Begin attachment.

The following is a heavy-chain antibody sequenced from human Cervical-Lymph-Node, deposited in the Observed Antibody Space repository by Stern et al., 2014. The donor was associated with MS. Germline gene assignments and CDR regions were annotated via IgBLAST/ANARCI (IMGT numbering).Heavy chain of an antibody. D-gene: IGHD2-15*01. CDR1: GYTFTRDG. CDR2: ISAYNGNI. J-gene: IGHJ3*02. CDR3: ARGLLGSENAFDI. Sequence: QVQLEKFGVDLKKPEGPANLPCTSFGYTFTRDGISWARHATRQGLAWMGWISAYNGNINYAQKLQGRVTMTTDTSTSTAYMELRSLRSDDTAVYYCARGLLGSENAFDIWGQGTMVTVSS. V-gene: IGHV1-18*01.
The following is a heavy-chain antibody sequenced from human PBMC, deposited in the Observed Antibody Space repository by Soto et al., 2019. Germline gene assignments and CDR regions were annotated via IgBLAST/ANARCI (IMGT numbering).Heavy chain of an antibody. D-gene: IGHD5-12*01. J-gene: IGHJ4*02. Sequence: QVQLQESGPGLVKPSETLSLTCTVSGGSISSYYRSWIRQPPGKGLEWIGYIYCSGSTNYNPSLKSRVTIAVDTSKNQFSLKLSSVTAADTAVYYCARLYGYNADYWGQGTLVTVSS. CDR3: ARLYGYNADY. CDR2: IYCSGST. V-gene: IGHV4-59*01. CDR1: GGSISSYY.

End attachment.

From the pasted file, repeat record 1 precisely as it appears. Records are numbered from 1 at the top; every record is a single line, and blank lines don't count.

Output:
The following is a heavy-chain antibody sequenced from human Cervical-Lymph-Node, deposited in the Observed Antibody Space repository by Stern et al., 2014. The donor was associated with MS. Germline gene assignments and CDR regions were annotated via IgBLAST/ANARCI (IMGT numbering).Heavy chain of an antibody. D-gene: IGHD2-15*01. CDR1: GYTFTRDG. CDR2: ISAYNGNI. J-gene: IGHJ3*02. CDR3: ARGLLGSENAFDI. Sequence: QVQLEKFGVDLKKPEGPANLPCTSFGYTFTRDGISWARHATRQGLAWMGWISAYNGNINYAQKLQGRVTMTTDTSTSTAYMELRSLRSDDTAVYYCARGLLGSENAFDIWGQGTMVTVSS. V-gene: IGHV1-18*01.